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Solved and Sealed: Are Bad Seals Affecting Your Beer?

Tattooed caucasian barman pouring beer while standing in pub.

Rubber o-rings, sanitary gaskets, and tri-clamp gaskets are used across the food, beverage and medical industries. When using an o-ring in a beverage application, certain ingredients in rubber formulations can bleed out and change the fluid it is intended to seal. This means that certain rubber seals can actually change the taste of craft beer during the brewing process. 

When they discovered this, the engineers at Apple Rubber set out to find the best seals for craft brewing. They needed to determine:

  • Which rubber compounds result in the lowest volume swell and create the most effective seals
  • Which ingredients in seal materials change the taste of beer

The Process

Our engineers began by preparing and testing five common FDA compliant materials. The materials selected were:

  • Nitrile (32BN7AP)
  • EPDM (53EP7AP)
  • Fluorocarbon (27VT7AP)
  • HCR Silicone (13SL7SX)
  • LSR (14SL7ML)

For our craft beer selection, our engineers wanted to work with a variety of styles in order to get a broader understanding of how the differences between these beers could affect the elastomers. 

Representing common light and dark styles were:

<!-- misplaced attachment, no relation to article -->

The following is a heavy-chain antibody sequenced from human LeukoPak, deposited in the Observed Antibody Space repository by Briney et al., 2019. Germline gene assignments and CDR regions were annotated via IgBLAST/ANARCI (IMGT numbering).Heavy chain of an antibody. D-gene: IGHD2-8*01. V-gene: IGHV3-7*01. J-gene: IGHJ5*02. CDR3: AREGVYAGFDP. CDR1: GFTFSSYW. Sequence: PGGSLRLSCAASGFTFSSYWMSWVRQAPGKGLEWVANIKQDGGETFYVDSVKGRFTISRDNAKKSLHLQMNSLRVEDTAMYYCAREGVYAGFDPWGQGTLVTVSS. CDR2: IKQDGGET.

• Ellicottville Brewing Company’s Ellicottville IPA
  • Southern Tier’s Double Milk Stout
  • Great Lakes’ Dortmunder Gold Lager

MackJac Hard Cider Black Currant Passion and Westbrook Brewing Co. Gose were also tested because ciders and sours tend to have a higher acidity, an important factor to consider when looking into seal materials.

Testing Seal Compatibility

To test seal compatibility with the different brews, we submerged test pieces at 37°F and 194°F for 168 hours and measured the volume swell of the materials. Volume swell is used as a general indicator of how resistant a material is to a given fluid. Another potential outcome is a negative swell. In this case, the fluid actually extracts something out of the rubber, which is undesirable because:

  • The extracted chemicals end up in the beer, potentially altering the taste
  • Due to that same extraction, the seal shrinks in size and begins to leak

Taste Testing

Thirty mason jars were numbered and used to test each material in all five beverages and in tap water, which would act as a control. After 168 Hours at 37°F, the test specimens were removed from their jars. 

The nitrile and EPDM were so strong that their presence in the beer could be smelled before anyone even tasted them. As an extra test, we wanted to see if we could eliminate this change to the beer. 

Since we determined that post-cured materials performed best, we wanted to see if adding post-cure to the EPDM and nitrile could burn off any chemical that might be altering the taste of the beer. The results were very promising, and there was no longer any smell and almost no detectable change left in the taste of the tap water.

The Key Takeaways

Looking at the overall volume swell data, the silicone materials were virtually unaffected by any of the brews. In our opinion, the only materials that performed poorly were the 32BN7AP material in high acidity sour beer and the 27VT7AP, which had a negative swell in the stout. The post-cured materials also performed best when it came to the taste testing in the various brews and water. If you want a quality seal that won’t affect the flavor of your beer, silicone is the best choice for your craft.

Enjoying Solved and Sealed?

Check out our full report on craft brewing seals and some of our other case files here!